Sharing Exchange calendar between Exchange Online (365) and Exchange On-Prem

I’ve been asked several times over the years how you can view someones shared calendar on an iPhone or similar device. I’ve mostly chalked it up as ‘too hard’/’can’t be done’
However in a moment of annoyance the other day I stumbled on a method. It’s dead easy once you run through it and you’ll wonder why you didn’t always do it this way!

Additionally, if you’re midway through an Exchange migration from on-premise to the cloud, you will be faced with all sorts of scenarios where simple things like calendar shares don’t or won’t work.

Scenario: You have a share of a calendar that’s worked for years, now that user has moved to the cloud and for the moment you are remaining on premise. You still need that share and now it’s broken.

Remove the old calendar share, it will just have a broken lightning bolt against it and it won’t refresh.

Ask the user to re-share the calendar with you (remove your rights and re-add etc) You will shortly receive an email from them that looks something like this.

THis is the message that you get when a 365 user shares their calendar

This is the message that you get when a 365 user shares their calendar

Log into your Outlook Web App (2007, 2010 or 2013 – doesn’t matter)

Go to calendar view

Right click My Calendars and choose Add Calendar…

OWA Calendar Share

You’ll be presented with something that offers you the option to add from your organisation – tempting, but mostly it fails in this scenario OR to use a webcal or ICS calendar. It’s this we will use.

In the email that you were sent earlier (when they re shared the calendar) you will see a link at the bottom of the email, it starts with webcal:// This is the ics share link.

Paste the whole link (don’t forget the webcall:// piece) into the lower half of the window.

Webcal ICS

Click OK.

You’ll now see a calendar has been added called ‘reachCalendar’ and you’ll get a pop-up message saying that sync can take upwards of 10 minutes. just acknowledge the window. The reason for the name is in the webcal:// link right at the end. I guess you could rename it in the link, I wouldn’t bother.

Now wait.

After a good 20 mins or so, log back in and you will see that the calendar is populated.

Now right-click and rename it appropriately.

You’re done!

Now when you log into you Outlook client, you will see a calendar named as above (let Activesync do all the work)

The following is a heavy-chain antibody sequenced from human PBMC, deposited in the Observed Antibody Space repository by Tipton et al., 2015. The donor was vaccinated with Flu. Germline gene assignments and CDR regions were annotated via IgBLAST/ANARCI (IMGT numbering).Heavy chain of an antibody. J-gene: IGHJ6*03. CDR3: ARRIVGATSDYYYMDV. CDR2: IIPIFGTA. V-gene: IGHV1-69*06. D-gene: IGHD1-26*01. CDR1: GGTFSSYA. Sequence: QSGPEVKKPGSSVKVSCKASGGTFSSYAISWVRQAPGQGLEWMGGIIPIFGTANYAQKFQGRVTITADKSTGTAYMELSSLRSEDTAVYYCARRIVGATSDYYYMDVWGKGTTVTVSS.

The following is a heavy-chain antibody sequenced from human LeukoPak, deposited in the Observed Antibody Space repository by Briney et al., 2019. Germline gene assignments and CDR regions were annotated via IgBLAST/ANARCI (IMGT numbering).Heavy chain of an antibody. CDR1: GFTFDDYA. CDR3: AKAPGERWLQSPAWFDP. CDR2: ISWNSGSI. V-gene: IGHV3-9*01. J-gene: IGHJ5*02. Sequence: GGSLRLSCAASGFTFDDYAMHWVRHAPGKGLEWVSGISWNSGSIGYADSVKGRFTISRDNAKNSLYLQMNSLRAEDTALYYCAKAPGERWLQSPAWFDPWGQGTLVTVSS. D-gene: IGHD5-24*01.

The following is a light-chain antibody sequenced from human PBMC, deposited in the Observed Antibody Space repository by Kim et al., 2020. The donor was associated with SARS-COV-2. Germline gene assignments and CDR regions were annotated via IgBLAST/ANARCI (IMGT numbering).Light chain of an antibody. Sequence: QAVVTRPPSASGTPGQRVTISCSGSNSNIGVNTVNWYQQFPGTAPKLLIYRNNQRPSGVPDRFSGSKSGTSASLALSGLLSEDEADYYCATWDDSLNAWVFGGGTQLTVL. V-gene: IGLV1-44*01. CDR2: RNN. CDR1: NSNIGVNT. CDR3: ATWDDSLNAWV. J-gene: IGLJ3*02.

Also, when you look in the Calendar app on your iPhone, you will see the same calendar which you can now view whilst on the move.

This shows the calendar viewable on your phone

This shows the calendar viewable on your phone

It seems like a laborious process, but it’s actually really simple once you’ve done it .

Outlook 2011 for Mac Reply with excerpt feature

One thing with the new Outlook 2011 for mac that I really like, is the ability to reply (reply all also) with just a portion of an email. As far as I know this isn’t part of the Windows based Outlook set.

When you receive an email, sometimes it’s useful to be able to hit reply but to not include the entire original mail body, just the portion to which you are wishing to comment upon or draw attention to. It’s simple in Outlook 2011 for mac, you highlight the portion you wish to include in your reply, as normal

Reply with excerpt

Then simply hit reply (or reply all), and your email will instantly include just the highlighted text, but retain the original to/from header information.

reply with highlight

Useful feature for me, especially when I want to jump on something somebody said, or praise a worthy comment etc.

Microsoft Communicator for Mac 2011 (Version 13.0.0)

The new version of Office for Mac 2011 (std) is available to download for MVLS customers. It’s very early as I didn’t expect the release until mid October. One surprise for me was the inclusion of a Communicator for Mac (Version 13). I hadn’t realised (I can’t admit to having done piles of research!) that there was the intention of releasing a full communicator client for mac. I have until now been using the MSN client, which functioned very well.